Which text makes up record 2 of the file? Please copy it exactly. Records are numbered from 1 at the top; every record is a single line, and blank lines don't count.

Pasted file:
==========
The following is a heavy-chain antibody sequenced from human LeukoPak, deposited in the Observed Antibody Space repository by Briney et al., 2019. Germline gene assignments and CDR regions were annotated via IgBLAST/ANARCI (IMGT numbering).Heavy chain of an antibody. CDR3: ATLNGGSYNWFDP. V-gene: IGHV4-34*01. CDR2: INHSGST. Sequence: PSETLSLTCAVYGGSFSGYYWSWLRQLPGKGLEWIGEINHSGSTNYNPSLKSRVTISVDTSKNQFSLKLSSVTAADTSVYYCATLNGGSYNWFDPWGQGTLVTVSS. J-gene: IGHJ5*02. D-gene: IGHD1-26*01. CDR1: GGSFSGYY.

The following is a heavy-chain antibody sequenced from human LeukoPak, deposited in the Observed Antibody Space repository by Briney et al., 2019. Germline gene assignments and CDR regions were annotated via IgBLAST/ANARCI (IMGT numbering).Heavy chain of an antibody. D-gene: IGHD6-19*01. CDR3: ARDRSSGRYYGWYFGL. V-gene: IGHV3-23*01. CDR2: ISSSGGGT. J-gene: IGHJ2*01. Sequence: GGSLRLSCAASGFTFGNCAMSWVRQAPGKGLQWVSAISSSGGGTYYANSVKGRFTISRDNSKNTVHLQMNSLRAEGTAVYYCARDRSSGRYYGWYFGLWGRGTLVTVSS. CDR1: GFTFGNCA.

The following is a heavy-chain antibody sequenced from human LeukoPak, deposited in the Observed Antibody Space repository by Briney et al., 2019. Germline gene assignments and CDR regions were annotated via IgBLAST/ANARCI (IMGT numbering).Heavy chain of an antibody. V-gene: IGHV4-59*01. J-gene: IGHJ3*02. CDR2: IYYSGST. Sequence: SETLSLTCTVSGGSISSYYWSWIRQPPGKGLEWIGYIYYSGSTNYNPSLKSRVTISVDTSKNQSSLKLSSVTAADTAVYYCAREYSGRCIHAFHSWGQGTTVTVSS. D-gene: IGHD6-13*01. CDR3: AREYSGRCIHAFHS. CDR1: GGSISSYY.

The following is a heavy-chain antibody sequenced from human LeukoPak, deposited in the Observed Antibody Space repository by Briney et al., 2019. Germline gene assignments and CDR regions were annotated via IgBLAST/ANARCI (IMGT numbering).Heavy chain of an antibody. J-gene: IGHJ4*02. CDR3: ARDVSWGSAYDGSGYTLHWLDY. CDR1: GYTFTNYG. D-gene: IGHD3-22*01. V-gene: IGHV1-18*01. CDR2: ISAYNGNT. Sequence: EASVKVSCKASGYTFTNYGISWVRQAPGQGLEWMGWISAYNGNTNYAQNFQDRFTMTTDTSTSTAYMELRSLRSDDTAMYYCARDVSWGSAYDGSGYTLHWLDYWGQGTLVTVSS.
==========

The following is a heavy-chain antibody sequenced from human LeukoPak, deposited in the Observed Antibody Space repository by Briney et al., 2019. Germline gene assignments and CDR regions were annotated via IgBLAST/ANARCI (IMGT numbering).Heavy chain of an antibody. D-gene: IGHD6-19*01. CDR3: ARDRSSGRYYGWYFGL. V-gene: IGHV3-23*01. CDR2: ISSSGGGT. J-gene: IGHJ2*01. Sequence: GGSLRLSCAASGFTFGNCAMSWVRQAPGKGLQWVSAISSSGGGTYYANSVKGRFTISRDNSKNTVHLQMNSLRAEGTAVYYCARDRSSGRYYGWYFGLWGRGTLVTVSS. CDR1: GFTFGNCA.